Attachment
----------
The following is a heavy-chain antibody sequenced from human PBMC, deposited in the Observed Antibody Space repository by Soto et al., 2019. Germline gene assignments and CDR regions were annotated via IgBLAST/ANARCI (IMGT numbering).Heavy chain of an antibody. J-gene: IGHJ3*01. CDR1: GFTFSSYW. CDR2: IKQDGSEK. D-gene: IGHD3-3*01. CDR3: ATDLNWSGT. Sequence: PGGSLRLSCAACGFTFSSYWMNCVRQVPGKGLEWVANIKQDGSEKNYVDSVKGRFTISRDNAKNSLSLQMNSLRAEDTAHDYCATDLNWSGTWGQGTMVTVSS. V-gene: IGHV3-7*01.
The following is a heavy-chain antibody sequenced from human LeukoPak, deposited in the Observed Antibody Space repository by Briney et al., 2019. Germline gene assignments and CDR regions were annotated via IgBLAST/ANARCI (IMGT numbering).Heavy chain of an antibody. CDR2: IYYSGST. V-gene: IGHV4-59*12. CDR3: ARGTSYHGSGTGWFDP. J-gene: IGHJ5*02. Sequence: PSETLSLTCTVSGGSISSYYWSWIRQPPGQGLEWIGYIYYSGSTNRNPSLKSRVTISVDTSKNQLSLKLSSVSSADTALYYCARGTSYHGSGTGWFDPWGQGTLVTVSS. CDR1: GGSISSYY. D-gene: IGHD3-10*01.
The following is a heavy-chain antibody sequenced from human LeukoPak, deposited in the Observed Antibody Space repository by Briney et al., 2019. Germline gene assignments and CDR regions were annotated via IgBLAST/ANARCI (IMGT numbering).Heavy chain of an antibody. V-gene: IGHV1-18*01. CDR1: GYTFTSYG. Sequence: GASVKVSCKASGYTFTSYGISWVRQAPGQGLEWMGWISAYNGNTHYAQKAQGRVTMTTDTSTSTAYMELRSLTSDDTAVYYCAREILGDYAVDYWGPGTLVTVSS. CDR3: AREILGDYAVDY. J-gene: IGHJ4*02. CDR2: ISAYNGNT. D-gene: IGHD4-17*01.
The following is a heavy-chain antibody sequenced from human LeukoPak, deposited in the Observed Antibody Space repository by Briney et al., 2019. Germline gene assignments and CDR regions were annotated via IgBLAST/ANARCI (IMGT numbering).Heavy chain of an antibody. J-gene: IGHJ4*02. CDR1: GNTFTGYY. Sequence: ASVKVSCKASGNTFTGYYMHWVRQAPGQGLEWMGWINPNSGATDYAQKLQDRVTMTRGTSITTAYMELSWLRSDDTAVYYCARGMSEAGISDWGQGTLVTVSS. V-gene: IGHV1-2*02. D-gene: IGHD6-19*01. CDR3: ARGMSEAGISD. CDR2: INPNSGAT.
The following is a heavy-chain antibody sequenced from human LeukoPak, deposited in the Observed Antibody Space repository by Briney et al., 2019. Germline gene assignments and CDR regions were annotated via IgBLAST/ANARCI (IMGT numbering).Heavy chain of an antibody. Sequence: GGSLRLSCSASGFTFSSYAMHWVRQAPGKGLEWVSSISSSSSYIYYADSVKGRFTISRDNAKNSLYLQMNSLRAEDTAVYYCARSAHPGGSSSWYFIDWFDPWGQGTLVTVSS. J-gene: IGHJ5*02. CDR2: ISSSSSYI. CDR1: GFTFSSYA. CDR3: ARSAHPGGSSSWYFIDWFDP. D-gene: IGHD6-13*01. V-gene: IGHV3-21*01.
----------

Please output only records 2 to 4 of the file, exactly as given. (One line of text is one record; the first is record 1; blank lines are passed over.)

The following is a heavy-chain antibody sequenced from human LeukoPak, deposited in the Observed Antibody Space repository by Briney et al., 2019. Germline gene assignments and CDR regions were annotated via IgBLAST/ANARCI (IMGT numbering).Heavy chain of an antibody. CDR2: IYYSGST. V-gene: IGHV4-59*12. CDR3: ARGTSYHGSGTGWFDP. J-gene: IGHJ5*02. Sequence: PSETLSLTCTVSGGSISSYYWSWIRQPPGQGLEWIGYIYYSGSTNRNPSLKSRVTISVDTSKNQLSLKLSSVSSADTALYYCARGTSYHGSGTGWFDPWGQGTLVTVSS. CDR1: GGSISSYY. D-gene: IGHD3-10*01.
The following is a heavy-chain antibody sequenced from human LeukoPak, deposited in the Observed Antibody Space repository by Briney et al., 2019. Germline gene assignments and CDR regions were annotated via IgBLAST/ANARCI (IMGT numbering).Heavy chain of an antibody. V-gene: IGHV1-18*01. CDR1: GYTFTSYG. Sequence: GASVKVSCKASGYTFTSYGISWVRQAPGQGLEWMGWISAYNGNTHYAQKAQGRVTMTTDTSTSTAYMELRSLTSDDTAVYYCAREILGDYAVDYWGPGTLVTVSS. CDR3: AREILGDYAVDY. J-gene: IGHJ4*02. CDR2: ISAYNGNT. D-gene: IGHD4-17*01.
The following is a heavy-chain antibody sequenced from human LeukoPak, deposited in the Observed Antibody Space repository by Briney et al., 2019. Germline gene assignments and CDR regions were annotated via IgBLAST/ANARCI (IMGT numbering).Heavy chain of an antibody. J-gene: IGHJ4*02. CDR1: GNTFTGYY. Sequence: ASVKVSCKASGNTFTGYYMHWVRQAPGQGLEWMGWINPNSGATDYAQKLQDRVTMTRGTSITTAYMELSWLRSDDTAVYYCARGMSEAGISDWGQGTLVTVSS. V-gene: IGHV1-2*02. D-gene: IGHD6-19*01. CDR3: ARGMSEAGISD. CDR2: INPNSGAT.